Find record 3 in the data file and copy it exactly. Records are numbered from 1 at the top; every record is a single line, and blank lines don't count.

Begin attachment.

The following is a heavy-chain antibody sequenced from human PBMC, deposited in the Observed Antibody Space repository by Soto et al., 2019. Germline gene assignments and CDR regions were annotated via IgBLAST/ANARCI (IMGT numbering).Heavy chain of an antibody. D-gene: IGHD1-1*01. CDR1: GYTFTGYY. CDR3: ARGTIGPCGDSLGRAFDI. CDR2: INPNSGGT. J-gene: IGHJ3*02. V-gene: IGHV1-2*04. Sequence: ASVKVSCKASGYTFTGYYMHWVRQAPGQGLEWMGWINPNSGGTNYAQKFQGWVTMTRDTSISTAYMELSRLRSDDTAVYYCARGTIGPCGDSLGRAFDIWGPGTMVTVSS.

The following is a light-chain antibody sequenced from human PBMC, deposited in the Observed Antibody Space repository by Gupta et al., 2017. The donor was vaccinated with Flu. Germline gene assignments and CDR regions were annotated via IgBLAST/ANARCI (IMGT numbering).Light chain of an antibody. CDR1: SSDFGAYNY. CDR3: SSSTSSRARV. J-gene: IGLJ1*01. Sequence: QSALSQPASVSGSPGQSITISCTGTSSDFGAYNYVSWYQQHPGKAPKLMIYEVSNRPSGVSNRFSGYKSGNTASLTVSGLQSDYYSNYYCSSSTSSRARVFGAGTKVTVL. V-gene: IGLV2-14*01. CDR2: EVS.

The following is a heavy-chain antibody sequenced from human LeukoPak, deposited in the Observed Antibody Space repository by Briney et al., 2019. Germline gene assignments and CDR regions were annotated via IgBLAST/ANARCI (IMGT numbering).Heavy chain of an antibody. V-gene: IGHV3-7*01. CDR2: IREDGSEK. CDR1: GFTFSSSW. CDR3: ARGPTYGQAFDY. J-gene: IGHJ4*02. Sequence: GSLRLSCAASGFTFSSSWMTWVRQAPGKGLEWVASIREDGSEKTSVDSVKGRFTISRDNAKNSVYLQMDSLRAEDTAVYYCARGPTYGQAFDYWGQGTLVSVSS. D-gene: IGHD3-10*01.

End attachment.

The following is a heavy-chain antibody sequenced from human LeukoPak, deposited in the Observed Antibody Space repository by Briney et al., 2019. Germline gene assignments and CDR regions were annotated via IgBLAST/ANARCI (IMGT numbering).Heavy chain of an antibody. V-gene: IGHV3-7*01. CDR2: IREDGSEK. CDR1: GFTFSSSW. CDR3: ARGPTYGQAFDY. J-gene: IGHJ4*02. Sequence: GSLRLSCAASGFTFSSSWMTWVRQAPGKGLEWVASIREDGSEKTSVDSVKGRFTISRDNAKNSVYLQMDSLRAEDTAVYYCARGPTYGQAFDYWGQGTLVSVSS. D-gene: IGHD3-10*01.